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Quick Hits

Here we go again with a series of “Quick Hits,” – items that are too short to make full post from, but are worthy of notice. At the same time, we have included the obligatory “Rule Five” image with a football theme for the upcoming Super Bowl.

And we’re off……

Maryland’s “Dream Act” is back in court. The “Dream Act” in Maryland requires the state’s colleges and universities to charge in-state tuition rates to those who are in the country illegally. The student must have attended a Maryland high school for 3 years and their parents must have paid Maryland State income taxes to qualify for the in-state tuition. Many people in Maryland objected to the new law and secured enough signatures to have the Dream Act placed on the November ballot. Proponents of the measure sued to have the measure thrown off the ballot claiming the signatures collected were not legal. That attempt failed when it became clear the opponents did have the required number of legal signatures.

Now the charge is the measure cannot be on the ballot because Maryland law does not allow referendums on government spending. Opponents of the measure say the Dream Act is a spending measure as the amount of money allocated to colleges depends on how many in-state students there are. Opponents claim the Dream Act applies to what the student pays, and not how the state funds the discounted rate.

The irony here is that the proponents of the measure have argued the lowered rates will not affect government spending or cost more in taxes. Now they are saying the referendum is illegal because it deals with spending.

We wish they would make up their mind.


Florida is looking at a law that would allow parents to fire teachers.

Two pieces of education legislation are on the table in Tallahassee. Under the Parent Empowerment Act, parents would have the power to fire school staff if they feel the school is not up to par. Under the Parental Involvement and Accountability in the Public Schools Bill, teachers would actually grade parents on their involvement in childrens’ schooling.

On the flip side, legislator has proposed a bill that would allow teachers to “grade” parents of elementary school children.

Representative Kelli Stargel also filed Parental Involvement and Accountability in the Public Schools Bill, or HB 543, requiring elementary teachers to grade parents on things such as communication, absentee and tardy rates, submission of emergency contact information, and submission of medical records. They’d be marked “satisfactory,” “needs improvement,” or “unsatisfactory.”

We can’t be the only people who see problems with this, can we? Some snowflake fails a course and the teacher is graded poorly and has their job threatened. Teachers suddenly can reach into the home to “grade” the parenting skills of parents?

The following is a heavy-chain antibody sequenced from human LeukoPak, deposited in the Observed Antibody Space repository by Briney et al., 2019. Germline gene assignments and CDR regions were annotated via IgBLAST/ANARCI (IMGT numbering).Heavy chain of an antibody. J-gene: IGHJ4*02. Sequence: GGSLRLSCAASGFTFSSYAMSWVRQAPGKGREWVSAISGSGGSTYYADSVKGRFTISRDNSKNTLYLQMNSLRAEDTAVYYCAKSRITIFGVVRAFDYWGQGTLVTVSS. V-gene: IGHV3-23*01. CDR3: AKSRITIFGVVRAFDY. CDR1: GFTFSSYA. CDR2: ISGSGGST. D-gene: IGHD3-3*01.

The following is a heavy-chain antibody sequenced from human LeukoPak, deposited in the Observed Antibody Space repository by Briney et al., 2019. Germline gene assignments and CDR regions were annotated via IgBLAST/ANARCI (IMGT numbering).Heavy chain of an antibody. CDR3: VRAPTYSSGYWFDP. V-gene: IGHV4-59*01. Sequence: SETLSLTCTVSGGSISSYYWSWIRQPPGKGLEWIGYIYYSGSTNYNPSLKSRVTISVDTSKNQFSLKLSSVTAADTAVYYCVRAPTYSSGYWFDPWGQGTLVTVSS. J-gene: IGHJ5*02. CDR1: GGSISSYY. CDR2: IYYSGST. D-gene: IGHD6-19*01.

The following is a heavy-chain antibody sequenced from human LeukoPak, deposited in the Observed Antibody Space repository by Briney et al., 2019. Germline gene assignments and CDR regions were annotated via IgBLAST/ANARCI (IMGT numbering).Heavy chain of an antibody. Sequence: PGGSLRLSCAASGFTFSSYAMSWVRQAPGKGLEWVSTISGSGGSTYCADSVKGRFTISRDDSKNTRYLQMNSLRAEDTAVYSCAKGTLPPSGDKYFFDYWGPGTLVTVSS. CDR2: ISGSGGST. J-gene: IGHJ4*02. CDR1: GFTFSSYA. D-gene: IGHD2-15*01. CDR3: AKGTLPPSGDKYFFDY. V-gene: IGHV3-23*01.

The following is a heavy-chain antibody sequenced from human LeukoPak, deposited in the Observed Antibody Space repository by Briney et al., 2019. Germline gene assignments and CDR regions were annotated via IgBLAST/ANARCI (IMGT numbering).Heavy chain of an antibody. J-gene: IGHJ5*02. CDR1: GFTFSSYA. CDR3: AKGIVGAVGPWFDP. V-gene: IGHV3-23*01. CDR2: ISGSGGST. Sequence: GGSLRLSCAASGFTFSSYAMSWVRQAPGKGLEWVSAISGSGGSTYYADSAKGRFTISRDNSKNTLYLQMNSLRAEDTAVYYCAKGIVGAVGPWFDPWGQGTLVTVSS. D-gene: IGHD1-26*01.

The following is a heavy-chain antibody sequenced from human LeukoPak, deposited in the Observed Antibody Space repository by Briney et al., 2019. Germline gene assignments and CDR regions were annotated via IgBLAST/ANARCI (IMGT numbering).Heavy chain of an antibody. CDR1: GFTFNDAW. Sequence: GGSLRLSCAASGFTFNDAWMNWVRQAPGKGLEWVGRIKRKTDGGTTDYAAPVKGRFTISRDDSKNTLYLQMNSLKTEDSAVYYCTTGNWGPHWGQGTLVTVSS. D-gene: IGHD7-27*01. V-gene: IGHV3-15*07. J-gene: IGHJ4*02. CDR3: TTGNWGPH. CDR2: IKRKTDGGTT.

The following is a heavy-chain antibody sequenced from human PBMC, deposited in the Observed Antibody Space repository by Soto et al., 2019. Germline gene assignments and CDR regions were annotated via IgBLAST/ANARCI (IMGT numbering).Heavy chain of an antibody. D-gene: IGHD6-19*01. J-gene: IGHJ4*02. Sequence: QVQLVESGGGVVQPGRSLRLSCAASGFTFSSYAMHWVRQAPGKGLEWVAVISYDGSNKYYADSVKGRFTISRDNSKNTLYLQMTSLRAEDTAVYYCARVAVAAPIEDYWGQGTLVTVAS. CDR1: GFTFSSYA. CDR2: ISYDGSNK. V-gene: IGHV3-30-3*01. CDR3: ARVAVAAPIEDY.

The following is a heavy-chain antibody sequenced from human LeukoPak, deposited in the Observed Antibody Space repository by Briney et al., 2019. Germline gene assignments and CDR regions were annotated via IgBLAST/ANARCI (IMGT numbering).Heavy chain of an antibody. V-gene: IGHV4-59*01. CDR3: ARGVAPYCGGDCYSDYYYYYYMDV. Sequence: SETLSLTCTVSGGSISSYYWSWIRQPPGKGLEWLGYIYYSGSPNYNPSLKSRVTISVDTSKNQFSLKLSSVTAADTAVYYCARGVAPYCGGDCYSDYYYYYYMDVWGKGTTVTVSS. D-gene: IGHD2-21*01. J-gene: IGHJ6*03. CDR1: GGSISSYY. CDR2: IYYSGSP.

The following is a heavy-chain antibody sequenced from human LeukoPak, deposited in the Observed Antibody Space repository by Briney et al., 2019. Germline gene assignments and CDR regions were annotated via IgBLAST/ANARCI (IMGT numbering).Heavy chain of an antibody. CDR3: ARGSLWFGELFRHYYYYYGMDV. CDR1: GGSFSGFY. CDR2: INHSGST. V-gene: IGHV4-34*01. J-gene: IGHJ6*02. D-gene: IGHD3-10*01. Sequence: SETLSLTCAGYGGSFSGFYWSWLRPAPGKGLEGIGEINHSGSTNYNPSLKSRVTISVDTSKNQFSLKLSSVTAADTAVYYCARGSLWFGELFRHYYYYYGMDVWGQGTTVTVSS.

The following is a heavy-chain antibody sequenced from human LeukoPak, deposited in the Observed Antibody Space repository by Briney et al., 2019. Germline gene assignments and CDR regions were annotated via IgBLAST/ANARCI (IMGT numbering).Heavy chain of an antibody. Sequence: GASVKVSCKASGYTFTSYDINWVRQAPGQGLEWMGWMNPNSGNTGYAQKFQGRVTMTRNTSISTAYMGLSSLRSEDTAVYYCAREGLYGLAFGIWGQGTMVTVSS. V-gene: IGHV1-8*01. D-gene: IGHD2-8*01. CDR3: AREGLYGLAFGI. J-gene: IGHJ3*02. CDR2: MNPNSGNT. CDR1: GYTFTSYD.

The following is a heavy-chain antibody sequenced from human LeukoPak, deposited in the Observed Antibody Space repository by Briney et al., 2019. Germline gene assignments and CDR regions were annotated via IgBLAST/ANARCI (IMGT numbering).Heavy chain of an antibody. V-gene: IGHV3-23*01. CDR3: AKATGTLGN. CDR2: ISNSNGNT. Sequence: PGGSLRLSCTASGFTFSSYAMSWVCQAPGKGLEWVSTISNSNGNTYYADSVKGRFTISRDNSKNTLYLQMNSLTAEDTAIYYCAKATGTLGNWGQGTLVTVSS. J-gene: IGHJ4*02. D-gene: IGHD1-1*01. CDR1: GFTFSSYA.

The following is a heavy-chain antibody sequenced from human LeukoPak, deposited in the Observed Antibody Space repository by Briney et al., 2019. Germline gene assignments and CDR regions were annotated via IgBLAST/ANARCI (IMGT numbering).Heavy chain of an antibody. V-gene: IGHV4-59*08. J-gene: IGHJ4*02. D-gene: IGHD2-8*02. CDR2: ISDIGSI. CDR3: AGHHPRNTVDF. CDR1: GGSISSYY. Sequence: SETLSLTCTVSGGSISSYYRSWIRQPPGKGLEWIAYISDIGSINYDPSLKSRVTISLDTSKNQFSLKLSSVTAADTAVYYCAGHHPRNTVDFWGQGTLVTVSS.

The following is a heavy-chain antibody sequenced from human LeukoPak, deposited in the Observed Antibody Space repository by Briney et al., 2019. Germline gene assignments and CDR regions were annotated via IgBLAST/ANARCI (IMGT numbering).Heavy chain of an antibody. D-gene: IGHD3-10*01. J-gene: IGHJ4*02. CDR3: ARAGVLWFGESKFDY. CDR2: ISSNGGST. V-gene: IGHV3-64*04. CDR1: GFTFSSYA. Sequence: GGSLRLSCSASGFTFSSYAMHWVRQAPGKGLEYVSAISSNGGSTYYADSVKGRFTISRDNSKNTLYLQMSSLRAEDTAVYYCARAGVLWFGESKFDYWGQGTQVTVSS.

This is a disaster in the making.

We do believe parents should have a say in teacher evaluations. By that we mean that an educator will grade a teacher on lesson plans, classroom presence, etc which are all valid areas of evaluation. At the same time, how a teacher informs parents and interacts with parents is a part of the job as well. Parents should have an input, but not a final say in the evaluation of a teacher.


Back to Maryland for this next story. Governor Martin O’Malley wants to increase taxes on the “wealthy.” This is not new. O’Malley has been attacking those who are successful for some time. Maryland has a budget deficit of a billion dollars which of course is brought by people not paying their “fair share” as opposed to the government living within its means. This new proposal continues Maryland’s attack on successful Marylanders. It is as if Maryland simply wantst to penalize those who work hard and enjoy the fruits of their labor.

What is causing an uproar in O’Malley’s proposal is the level at which he wants a new tax rate to take place:

Now Gov. Martin O’Malley wants them to pay more in income taxes. Since the McShalleys together earn more than $100,000, they fall among the top 20 percent of Maryland taxpayers — a group the governor calls the state’s “high earners.”

Under this proposal, a combined household income of $100,000 would be considered a “high earner.”

We can’t figure out what is more ridiculous, the fact that $100,000 is a “high earner” or that O’Malley is not worried that 80% of the people in the state make below that level.

O’Malley and the Democrats in the Maryland legislature have a history of penalizing those who work hard instead of trying to inspire others to lift themselves up.

See ya next time on “Quick Hits.”



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